Back on the topic, high level languages take the burden of low-level machinery from the shoulders of the developer. For example in C, you have to take care of your heap variables by explicit use of malloc()/free(). In a "higher" language, C++ for example new and delete takes that away and automates allocation in many cases when you construct instances. The more "higher" level the language is, the more of these are abstracted away. You don't need to care for delete either with Java or Python for example. This also means it is easier to program in a high-level language, which suits lazy-people, who don't care about effectiveness just wants to get the job done.

And humanity is lazy by default, they try to get out the most with the least effort. That's actually every living thing's nature. Just look around you.

Cheers,
bzt


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 Post subject: Re: Will the high-level programming languages became obsolet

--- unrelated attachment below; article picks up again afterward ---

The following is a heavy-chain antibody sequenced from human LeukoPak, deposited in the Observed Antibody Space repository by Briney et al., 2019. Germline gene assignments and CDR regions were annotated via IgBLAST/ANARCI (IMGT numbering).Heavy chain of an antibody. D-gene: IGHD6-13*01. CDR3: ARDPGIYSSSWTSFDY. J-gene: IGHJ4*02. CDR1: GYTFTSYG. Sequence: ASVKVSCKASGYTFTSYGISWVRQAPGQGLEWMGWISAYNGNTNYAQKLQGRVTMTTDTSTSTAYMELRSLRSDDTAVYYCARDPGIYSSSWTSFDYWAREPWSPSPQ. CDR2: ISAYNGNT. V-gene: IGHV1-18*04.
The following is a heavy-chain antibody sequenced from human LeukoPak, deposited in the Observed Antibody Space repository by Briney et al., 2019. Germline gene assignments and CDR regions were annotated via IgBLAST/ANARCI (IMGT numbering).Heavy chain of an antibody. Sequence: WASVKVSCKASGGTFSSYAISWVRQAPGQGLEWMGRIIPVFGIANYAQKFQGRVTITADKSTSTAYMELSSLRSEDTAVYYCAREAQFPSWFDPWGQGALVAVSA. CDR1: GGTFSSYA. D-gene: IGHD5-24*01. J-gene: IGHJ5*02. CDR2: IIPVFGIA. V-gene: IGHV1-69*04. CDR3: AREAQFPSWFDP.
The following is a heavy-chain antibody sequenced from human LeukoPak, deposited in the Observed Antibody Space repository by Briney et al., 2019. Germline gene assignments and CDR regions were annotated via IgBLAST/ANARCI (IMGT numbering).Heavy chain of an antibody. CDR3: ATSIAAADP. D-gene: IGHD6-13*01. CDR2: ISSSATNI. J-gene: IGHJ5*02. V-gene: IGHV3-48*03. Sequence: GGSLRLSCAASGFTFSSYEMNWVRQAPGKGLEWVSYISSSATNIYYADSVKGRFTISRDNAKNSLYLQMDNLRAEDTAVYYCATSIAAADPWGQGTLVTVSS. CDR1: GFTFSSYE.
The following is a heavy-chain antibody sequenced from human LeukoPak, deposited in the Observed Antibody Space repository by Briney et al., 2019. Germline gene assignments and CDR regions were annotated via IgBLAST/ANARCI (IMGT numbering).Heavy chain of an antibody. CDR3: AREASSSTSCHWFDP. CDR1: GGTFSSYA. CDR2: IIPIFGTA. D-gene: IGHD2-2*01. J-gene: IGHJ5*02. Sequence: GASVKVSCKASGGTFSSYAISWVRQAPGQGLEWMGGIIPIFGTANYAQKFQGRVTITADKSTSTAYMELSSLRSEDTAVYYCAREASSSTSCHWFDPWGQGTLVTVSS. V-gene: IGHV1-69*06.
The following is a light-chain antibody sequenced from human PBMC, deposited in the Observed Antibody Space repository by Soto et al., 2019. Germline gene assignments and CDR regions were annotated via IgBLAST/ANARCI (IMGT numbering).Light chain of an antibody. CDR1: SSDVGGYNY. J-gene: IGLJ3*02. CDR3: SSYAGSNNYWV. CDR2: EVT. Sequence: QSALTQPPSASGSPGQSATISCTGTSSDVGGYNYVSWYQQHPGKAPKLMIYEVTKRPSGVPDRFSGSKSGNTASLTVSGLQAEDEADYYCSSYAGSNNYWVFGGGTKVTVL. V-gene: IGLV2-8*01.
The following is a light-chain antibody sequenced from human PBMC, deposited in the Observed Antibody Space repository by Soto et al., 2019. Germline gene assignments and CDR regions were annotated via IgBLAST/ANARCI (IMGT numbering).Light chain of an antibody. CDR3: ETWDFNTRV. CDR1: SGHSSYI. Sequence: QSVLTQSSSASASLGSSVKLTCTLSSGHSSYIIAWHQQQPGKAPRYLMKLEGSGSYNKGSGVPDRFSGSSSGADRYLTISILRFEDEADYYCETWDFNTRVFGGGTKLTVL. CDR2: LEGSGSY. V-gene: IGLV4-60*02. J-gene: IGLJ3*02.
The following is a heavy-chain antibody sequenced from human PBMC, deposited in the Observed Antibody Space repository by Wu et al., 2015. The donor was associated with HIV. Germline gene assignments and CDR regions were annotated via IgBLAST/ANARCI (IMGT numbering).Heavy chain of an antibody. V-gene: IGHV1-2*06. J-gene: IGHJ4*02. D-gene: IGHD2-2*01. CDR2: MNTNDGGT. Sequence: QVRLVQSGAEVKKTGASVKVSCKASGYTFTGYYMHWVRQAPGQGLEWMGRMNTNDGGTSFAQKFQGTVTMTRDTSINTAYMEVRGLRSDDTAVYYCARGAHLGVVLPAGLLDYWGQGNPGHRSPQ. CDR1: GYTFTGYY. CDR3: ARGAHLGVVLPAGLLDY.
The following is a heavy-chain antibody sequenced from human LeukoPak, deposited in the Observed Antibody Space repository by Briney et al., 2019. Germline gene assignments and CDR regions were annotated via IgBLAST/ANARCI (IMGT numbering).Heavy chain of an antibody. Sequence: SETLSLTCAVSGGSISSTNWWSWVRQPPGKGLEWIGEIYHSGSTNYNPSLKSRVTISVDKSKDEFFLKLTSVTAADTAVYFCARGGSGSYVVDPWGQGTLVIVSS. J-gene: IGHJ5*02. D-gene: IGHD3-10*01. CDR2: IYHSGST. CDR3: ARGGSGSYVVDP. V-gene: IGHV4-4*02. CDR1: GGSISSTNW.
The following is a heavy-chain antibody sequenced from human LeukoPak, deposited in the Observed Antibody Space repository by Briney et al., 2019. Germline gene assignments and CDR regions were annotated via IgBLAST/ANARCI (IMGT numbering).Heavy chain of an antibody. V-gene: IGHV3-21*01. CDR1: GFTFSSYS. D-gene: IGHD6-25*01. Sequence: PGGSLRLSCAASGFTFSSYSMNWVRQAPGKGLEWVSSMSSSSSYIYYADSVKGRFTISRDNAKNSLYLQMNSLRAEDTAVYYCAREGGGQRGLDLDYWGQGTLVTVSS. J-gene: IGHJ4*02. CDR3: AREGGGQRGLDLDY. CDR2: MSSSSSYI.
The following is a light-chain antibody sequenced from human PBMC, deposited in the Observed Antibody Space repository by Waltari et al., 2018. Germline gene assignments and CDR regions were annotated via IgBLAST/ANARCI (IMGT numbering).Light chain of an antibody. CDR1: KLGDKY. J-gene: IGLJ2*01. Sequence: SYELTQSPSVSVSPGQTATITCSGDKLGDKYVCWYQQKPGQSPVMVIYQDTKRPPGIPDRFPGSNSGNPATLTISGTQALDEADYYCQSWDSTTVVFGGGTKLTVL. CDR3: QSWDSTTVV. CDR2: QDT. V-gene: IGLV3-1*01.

PostPosted: Thu Dec 05, 2019 12:55 am 
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Laziness can be a virtue for programmers. There is not enough time in the day to painstakingly hand optimize every line of most projects. The fellows that can outdo the compiler reliably are valuable, but should also know when to do things the hard way, and when to do things the quick way.

Regarding the topic, it seems a silly question, as what "high-level programming language" means changes as new languages are invented. It used to mean C, and whatever magic language you're thinking of will still get called a high-level language.